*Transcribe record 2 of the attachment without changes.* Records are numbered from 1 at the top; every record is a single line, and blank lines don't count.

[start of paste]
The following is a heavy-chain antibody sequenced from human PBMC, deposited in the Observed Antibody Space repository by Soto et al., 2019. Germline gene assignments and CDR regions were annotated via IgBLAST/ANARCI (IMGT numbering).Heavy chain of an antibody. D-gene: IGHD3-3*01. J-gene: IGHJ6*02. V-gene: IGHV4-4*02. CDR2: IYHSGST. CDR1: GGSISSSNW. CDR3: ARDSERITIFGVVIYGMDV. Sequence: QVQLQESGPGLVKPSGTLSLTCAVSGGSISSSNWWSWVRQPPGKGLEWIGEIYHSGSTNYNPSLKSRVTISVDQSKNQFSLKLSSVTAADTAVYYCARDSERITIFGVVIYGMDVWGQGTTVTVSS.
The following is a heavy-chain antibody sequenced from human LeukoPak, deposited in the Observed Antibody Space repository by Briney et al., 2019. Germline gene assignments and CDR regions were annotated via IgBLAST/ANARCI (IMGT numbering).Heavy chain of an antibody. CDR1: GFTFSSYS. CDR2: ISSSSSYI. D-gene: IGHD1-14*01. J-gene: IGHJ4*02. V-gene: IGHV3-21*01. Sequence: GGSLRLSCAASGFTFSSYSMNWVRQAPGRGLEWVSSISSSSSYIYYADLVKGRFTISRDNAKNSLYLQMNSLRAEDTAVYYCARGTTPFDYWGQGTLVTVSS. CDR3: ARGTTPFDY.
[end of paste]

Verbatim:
The following is a heavy-chain antibody sequenced from human LeukoPak, deposited in the Observed Antibody Space repository by Briney et al., 2019. Germline gene assignments and CDR regions were annotated via IgBLAST/ANARCI (IMGT numbering).Heavy chain of an antibody. CDR1: GFTFSSYS. CDR2: ISSSSSYI. D-gene: IGHD1-14*01. J-gene: IGHJ4*02. V-gene: IGHV3-21*01. Sequence: GGSLRLSCAASGFTFSSYSMNWVRQAPGRGLEWVSSISSSSSYIYYADLVKGRFTISRDNAKNSLYLQMNSLRAEDTAVYYCARGTTPFDYWGQGTLVTVSS. CDR3: ARGTTPFDY.